▪ The first Brady-Drew Brees playoff matchup ended up being kind of a dud. The Saints clamped down on Brady for a good chunk of the game, and Brees sadly looked all of his 42 years on Sunday night. He finished with 134 yards, one touchdown, and three interceptions, his first game with three picks since 2016, also against the Bucs.

Brees looked a lot like Peyton Manning in 2015 — he still can throw with good accuracy and touch, but he has absolutely no zip on the ball. Reports emerged before the game that Brees is likely to retire after this season. Sunday night’s game is surely not how he wants to go out, but Brees looks like he’s pretty much out of gas.

▪ If this is it for Brees, he’ll go down as one of the greatest pure passers in NFL history, but his résumé will leave me wanting a little more. He has all of the stats and won a Super Bowl ring, but Brees only went to three NFC Championship Games in 15 seasons with the Saints, has a 9-9 career playoff record, and now has lost a home playoff game in three seasons in a row. For an all-time great quarterback who won nearly 63 percent of his regular-season games with the Saints, Brees’s postseason résumé is a little lacking. That said, he’s a first ballot Hall of Famer.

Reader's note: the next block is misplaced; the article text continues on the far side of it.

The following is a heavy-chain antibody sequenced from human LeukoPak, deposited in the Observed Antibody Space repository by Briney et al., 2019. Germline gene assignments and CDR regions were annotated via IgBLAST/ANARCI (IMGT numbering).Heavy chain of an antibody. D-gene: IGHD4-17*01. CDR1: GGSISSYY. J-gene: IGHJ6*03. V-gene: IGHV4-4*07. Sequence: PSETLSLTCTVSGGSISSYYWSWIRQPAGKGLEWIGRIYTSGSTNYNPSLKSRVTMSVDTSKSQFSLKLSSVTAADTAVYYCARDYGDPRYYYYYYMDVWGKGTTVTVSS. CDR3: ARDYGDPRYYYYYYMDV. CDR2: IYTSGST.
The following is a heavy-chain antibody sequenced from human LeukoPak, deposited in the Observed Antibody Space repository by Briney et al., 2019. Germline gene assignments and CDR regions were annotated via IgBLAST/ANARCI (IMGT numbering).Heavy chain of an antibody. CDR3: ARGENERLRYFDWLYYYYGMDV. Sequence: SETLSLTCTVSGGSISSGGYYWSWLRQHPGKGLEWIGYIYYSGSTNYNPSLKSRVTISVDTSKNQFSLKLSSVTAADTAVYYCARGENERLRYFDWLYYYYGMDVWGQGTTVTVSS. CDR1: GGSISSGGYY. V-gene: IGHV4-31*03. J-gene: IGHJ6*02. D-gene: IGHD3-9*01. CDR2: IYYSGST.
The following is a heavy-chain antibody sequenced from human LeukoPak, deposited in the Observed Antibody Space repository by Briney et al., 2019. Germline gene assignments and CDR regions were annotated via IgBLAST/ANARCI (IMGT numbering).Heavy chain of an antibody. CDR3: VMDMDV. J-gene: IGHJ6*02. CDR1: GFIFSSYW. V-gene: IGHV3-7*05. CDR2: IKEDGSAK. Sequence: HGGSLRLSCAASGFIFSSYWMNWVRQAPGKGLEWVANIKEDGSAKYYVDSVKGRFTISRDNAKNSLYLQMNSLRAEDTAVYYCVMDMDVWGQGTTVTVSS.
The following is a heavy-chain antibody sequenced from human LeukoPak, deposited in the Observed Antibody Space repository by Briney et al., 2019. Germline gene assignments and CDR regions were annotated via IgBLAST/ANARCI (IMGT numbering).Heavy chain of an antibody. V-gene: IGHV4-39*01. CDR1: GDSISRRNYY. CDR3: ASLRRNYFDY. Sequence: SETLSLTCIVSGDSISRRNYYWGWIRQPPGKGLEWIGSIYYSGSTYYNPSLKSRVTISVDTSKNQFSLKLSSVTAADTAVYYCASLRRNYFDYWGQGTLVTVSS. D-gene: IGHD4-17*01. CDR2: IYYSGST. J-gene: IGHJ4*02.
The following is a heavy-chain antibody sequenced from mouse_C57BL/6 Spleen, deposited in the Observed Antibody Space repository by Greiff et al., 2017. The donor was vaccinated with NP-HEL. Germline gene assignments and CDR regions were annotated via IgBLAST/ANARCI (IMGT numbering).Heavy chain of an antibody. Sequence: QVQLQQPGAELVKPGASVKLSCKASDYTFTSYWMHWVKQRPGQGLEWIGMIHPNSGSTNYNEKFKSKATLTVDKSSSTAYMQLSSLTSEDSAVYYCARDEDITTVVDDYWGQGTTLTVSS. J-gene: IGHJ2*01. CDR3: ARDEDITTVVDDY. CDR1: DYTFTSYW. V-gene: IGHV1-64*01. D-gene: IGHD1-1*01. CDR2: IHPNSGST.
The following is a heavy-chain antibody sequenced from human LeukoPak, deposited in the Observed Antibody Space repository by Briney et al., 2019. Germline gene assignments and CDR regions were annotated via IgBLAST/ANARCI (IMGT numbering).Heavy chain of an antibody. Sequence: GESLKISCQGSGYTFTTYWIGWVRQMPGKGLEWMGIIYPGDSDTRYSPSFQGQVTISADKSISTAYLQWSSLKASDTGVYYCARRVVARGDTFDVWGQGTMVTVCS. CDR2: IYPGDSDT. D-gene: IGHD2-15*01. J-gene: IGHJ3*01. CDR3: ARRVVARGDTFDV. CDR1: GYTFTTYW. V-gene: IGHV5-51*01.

▪ The Bucs’ defense had a great showing on Sunday night, bouncing back nicely from a shaky performance last week against Washington. Of course, it helped that Brees couldn’t push the ball more than 15 yards downfield, but the Bucs held the Saints to 294 yards and forced four turnovers.

The Bucs were noticeably fast and physical all game and played the role of bully. Alvin Kamara had a quiet 105 total yards, and Michael Thomas had no catches on four targets. If not for a breakdown on a trick-play touchdown pass by Jameis Winston, this could have been a blowout for the Bucs.

Now the Bucs face a much tougher challenge next Sunday against Rodgers, who unlike Brees can definitely throw down the field.

Tom Brady and Aaron Rodgers will meet in the NFC title game.
Tom Brady and Aaron Rodgers will meet in the NFC title game.Mark LoMoglio/Associated Press

▪ Chiefs coach Andy Reid sure has some guts. With the game on the line late in the fourth quarter, needing to run the clock out on the Browns, Reid surprised everyone by calling a passing play on third and 14. Then when Chad Henne’s scramble came up a yard short, Reid went for it on fourth down from midfield instead of punting. Fortune favors the bold, so the saying goes, and the Chiefs rewarded Reid’s aggressiveness by converting the first down and ending the game.